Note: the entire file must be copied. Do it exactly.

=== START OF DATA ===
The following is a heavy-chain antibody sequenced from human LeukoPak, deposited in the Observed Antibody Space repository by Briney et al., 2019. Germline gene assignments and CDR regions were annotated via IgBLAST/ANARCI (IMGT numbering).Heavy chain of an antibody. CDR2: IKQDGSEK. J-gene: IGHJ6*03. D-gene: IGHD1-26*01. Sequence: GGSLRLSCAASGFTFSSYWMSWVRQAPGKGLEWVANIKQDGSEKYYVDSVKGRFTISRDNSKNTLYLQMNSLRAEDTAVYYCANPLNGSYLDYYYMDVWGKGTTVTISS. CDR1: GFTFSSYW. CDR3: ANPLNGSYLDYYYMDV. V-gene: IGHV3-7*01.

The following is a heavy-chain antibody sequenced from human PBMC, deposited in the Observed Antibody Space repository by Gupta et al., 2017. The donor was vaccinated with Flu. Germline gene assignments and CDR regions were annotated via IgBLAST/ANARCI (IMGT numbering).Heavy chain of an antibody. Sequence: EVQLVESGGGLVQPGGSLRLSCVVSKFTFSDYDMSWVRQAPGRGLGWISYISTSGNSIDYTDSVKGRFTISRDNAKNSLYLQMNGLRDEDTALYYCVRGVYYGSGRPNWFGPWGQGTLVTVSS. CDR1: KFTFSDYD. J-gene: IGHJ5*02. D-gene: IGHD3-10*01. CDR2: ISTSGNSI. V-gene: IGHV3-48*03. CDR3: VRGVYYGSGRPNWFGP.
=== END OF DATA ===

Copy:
The following is a heavy-chain antibody sequenced from human LeukoPak, deposited in the Observed Antibody Space repository by Briney et al., 2019. Germline gene assignments and CDR regions were annotated via IgBLAST/ANARCI (IMGT numbering).Heavy chain of an antibody. CDR2: IKQDGSEK. J-gene: IGHJ6*03. D-gene: IGHD1-26*01. Sequence: GGSLRLSCAASGFTFSSYWMSWVRQAPGKGLEWVANIKQDGSEKYYVDSVKGRFTISRDNSKNTLYLQMNSLRAEDTAVYYCANPLNGSYLDYYYMDVWGKGTTVTISS. CDR1: GFTFSSYW. CDR3: ANPLNGSYLDYYYMDV. V-gene: IGHV3-7*01.

The following is a heavy-chain antibody sequenced from human PBMC, deposited in the Observed Antibody Space repository by Gupta et al., 2017. The donor was vaccinated with Flu. Germline gene assignments and CDR regions were annotated via IgBLAST/ANARCI (IMGT numbering).Heavy chain of an antibody. Sequence: EVQLVESGGGLVQPGGSLRLSCVVSKFTFSDYDMSWVRQAPGRGLGWISYISTSGNSIDYTDSVKGRFTISRDNAKNSLYLQMNGLRDEDTALYYCVRGVYYGSGRPNWFGPWGQGTLVTVSS. CDR1: KFTFSDYD. J-gene: IGHJ5*02. D-gene: IGHD3-10*01. CDR2: ISTSGNSI. V-gene: IGHV3-48*03. CDR3: VRGVYYGSGRPNWFGP.